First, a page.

Posts Tagged ‘google algorithm’

What to Expect from Google Algorithm Changes

February 9th, 2011 by Allison Yagesh

Google has gotten a lot of flack about search spam lately from both search experts and everyday users. Whether you’ve noticed or not, you probably see some form of search spam every time you enter a query into Google, Bing or any other search engine.

What is Search Spam?

Search spam is the high-ranking query results that seem to match what you were looking for yet offer no real information. Typical methods of achieving this involve keyword stuffing and manipulating relevance in order to trick search engines like Google and Bing into indexing a page as relevant.

Examples of Search Spam

Last week, Matt Cutts, the head of Google’s Webspam team, confirmed changes made to Google’s algorithm that will specifically target content scraper sites and content farms. The former are low-quality sites without original content and the latter are websites designed purely to answer search queries, such as eHow.com and about.com.

Blekko Takes the Spotlight

Time will tell if the algorithm changes make a difference in prevalence of spam in Google’s search results. An up-and-coming search engine called Blekko isn’t waiting around to find out. In light of the recent publicity surrounding Google’s webspam problem, Blekko has announced that they have banned the top 20 content farms from their index. This includes well-known websites such as eHow.com, encyclopedia.com and thefreedictionary.com.

Overall Impact

The end result of search engines efforts to curb search spam mean more relevant results for the user. It will also give smaller content-driven sites an opportunity to rank higher in search results that have previously been dominated by spam.

Unlock the Secret of the Google PageRank Algorithm

June 17th, 2010 by Lisa Rosenkrantz

Good luck with that! The secret seems to be safe with Google at the moment. They give us just enough information to get by.

As far as search engines go, Google is so unbelievably successful and popular, it’s becoming the generic name for them – much like Band-Aid, Kleenex and Frisbee. Even my 74-year-old mother says she’s going to “Google” something. Many people would say Google is the best of the best and returns the most spot-on results no matter what you’re looking for. And it does this in mere seconds with the world’s most talked about process – its very own Google search algorithm.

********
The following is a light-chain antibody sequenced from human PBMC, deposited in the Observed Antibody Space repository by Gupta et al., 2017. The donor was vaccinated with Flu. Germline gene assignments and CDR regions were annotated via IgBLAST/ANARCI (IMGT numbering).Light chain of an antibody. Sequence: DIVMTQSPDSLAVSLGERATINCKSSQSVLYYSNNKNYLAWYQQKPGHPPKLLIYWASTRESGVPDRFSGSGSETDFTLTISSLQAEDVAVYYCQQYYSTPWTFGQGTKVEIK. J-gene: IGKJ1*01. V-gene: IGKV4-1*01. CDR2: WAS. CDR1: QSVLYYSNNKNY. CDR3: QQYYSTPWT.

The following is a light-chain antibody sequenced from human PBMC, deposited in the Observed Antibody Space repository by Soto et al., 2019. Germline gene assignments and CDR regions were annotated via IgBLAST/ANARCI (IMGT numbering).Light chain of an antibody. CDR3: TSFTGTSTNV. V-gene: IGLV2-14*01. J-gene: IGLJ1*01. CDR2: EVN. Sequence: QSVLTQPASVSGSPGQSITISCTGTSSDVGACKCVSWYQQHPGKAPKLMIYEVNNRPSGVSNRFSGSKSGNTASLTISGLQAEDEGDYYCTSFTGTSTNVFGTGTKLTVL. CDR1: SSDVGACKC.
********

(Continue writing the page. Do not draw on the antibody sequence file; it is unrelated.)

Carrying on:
There is a definite air of mystery, speculation and even paranoia about how the great minds at Google have organized every morsel of information on the Web to deliver the best results money can buy. And just before anyone figures anything out for sure, Google makes changes and improvements that further confound us. According to a YouTube video posted by Google’s Matt Cutts, they average at least one change per day to the algorithm, which they release in batches. In 2009 alone, he said, they made some 350-400 changes to the search algorithm!

What we do know is that their closely-guarded Google search engine algorithm is all about what they call PageRank. Using more than 500 million variables and 2 billion terms to determine the importance of every single Web page, this system decides which sites get the coveted honor of being on the first page of Google and which have to follow behind. The value of each individual page is denoted by the PageRank, which is indicated on a scale of 1-10.

How do you get the higher scores and a desirable position within the Google rank algorithm? That’s where the millions of variables, etc. come in. There are inbound links and their values, internal linking, domain age, content, keywords, domain name, off-page strength, user data variables, the ramifications of penalties and about 491 million other factors involved. This is what we know and what we can influence. The rest is just conjecture, even all the viable formulas that are sprinkled throughout the blogosphere.

A final note, though. While the workings of the Google page rank algorithm are automated and non-human, there is a human element. One of the best ways to optimize a website and have a good chance at decent ranking is to consistently serve up top-shelf content, with relevant keywords in the body, headings and titles of every page. This practice attracts reputable natural backlinks that elevate your chances of not being lost in the sea of Web pages.